Combat, however, is as typical as you can get to some degree. It’s entirely turn based and utilises action points for this classic feel. What separates it from other RPGs is its focus on the elements. Setting a fire will cause the ground to set alight, burning all those who come into contact with it and if you’re like me, you’ll create an oil spill to further the range. It’s things like this that make what is rather stereotypical combat, so much fun to be involved with.

But combat is brutal in Original Sin. It’s entirely up to you to not screw up, or face reloading a previous save. If you happen to cast a spell that electrifies water the enemy is standing in, it could potentially backfire and shock a party member too. Characters will die multiple times and if you don’t happen to possess a resurrection scroll, you have to leave their corpse or ashes there to relax and not gain experience until you can revive them. This includes your main party characters (though if both were to die and you’re left with just a secondary character in the party, you’ll be booted to a prompt to load up, because these characters can’t interact with the story).

Though, the reason combat feels brutal to me, is that each encounter is spaced out. Sure, there’s moments in the game where fights will occur more frequently, but it hits harder, because these times aren’t very often. Exploring the world leads to a lot of wandering beautiful landscapes and vastly different areas, with fights to punctuate just certain bits. A simple fight against a few skeleton warriors can lead to the demise of a couple characters and having to change up how you play entirely.


A negative side of it being so invested in being an RPG, is that other than a quick tutorial to start, the game expects you to understand it regardless. If you’ve ever played a game that’s similar to this, then heck, you’re going to feel right at home. But understanding how the levelling works and the other smaller systems aren’t a difficult task if you’ve ever played a video game, but for those not familiar with the genre, might feel a little overwhelmed.

Managing the inventory could be better though, as there’s this liberal amount of things you can carry. You pick up whatever and there’s no sorting button or way to make other characters pick things up without switching to them directly. If a character has a skill that lets them speak to animals, the game doesn’t automatically assume that someone in the party can do so and renders that conversation line useless till you switch back.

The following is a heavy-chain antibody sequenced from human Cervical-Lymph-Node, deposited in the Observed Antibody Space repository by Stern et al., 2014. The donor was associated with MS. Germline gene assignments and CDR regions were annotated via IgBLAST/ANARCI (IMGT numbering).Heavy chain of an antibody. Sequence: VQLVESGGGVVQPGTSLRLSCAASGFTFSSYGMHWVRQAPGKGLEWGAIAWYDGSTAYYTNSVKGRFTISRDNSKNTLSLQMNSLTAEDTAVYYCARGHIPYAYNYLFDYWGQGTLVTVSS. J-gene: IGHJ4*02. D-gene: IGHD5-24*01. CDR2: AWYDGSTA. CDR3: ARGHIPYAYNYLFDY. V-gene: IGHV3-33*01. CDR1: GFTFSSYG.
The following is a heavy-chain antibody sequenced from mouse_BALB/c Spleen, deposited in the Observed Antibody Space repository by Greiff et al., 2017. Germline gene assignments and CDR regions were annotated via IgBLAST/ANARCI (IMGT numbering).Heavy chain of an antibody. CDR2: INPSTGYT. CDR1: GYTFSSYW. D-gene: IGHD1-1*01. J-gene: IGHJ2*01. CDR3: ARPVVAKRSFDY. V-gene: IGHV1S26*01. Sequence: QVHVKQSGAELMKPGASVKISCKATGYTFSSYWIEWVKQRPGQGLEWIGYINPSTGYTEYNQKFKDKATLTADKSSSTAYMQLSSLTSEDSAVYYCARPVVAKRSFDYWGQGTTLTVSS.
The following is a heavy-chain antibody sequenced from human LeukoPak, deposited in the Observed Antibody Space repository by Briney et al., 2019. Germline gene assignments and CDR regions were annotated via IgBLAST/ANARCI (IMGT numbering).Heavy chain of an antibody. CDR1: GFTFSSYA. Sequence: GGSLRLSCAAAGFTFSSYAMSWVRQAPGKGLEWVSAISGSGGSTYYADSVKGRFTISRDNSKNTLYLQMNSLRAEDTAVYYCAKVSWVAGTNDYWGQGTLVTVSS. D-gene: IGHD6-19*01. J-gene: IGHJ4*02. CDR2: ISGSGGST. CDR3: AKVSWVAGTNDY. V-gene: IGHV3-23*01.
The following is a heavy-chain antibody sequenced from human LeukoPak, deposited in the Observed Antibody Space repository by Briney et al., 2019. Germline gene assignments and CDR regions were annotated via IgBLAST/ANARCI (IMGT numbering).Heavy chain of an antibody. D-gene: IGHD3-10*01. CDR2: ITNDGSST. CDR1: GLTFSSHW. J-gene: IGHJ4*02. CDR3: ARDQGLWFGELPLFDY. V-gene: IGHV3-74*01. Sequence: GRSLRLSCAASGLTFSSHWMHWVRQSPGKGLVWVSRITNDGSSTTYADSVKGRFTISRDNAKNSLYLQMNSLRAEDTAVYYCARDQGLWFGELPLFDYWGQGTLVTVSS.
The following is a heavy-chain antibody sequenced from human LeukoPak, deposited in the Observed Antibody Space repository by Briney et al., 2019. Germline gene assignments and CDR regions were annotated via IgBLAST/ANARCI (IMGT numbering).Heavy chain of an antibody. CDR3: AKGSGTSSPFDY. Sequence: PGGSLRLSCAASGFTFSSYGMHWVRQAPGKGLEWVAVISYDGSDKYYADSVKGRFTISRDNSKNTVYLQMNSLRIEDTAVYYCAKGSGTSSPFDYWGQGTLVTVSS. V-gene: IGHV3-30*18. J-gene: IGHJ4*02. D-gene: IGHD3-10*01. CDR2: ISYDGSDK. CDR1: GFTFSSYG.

Crafting and cooking is a massive thing in Divinity: Original Sin. Books are strewn about the land and reading them will unlock the recipes. It’s incredibly deep with the amount of things you can craft, but doing so is rather simple in all fairness. The only downside is that actually understanding how to do all these things is another task entirely and it doesn’t make it easy. Throwing a cooking pot on a campfire can lead you to cooking good meals that benefit the party, but you can only cook a particular set of meals. You need to constantly hunt down apparatus to achieve the crafting and by the time you have, you might not even be the right level to do so, leading me to steal, rather than do it myself.


Everyone is also a shopkeeper in some regard. Striking up conversation with characters will allow you to browse what they have and trade or buy items from them. It’s a neat system, but everything has this ridiculous price tag on it and necessary items – like healing ones – can leave you skint in mere moments unless you’ve been picking up everything.

The music, oh my. It’s this mishmash of everything from the fantasy genre. If you imagine a bard, playing his tunes on a lute and those classic soundtracks from games that fit into the genre, then you’ve got it. It’s sheer joy to stroll through town and just soak it all in.

Divinity: Original Sin is a game that revels in the medium and being what it is. There’s nothing held back in trying to accomplish what Larian wanted to do. Sure, there’s a few niggles here and there, but Original Sin is something built on a budget that accomplishes exactly what most games with ten times the amount of cash behind it, could only dream of. Plus, once the modding scene gets their grubby mitts on the game, it’ll be the thing that keeps giving.

It’s a game where I can speak to a dog and fight off a rogue zombie with a mop, do I need to say anything else?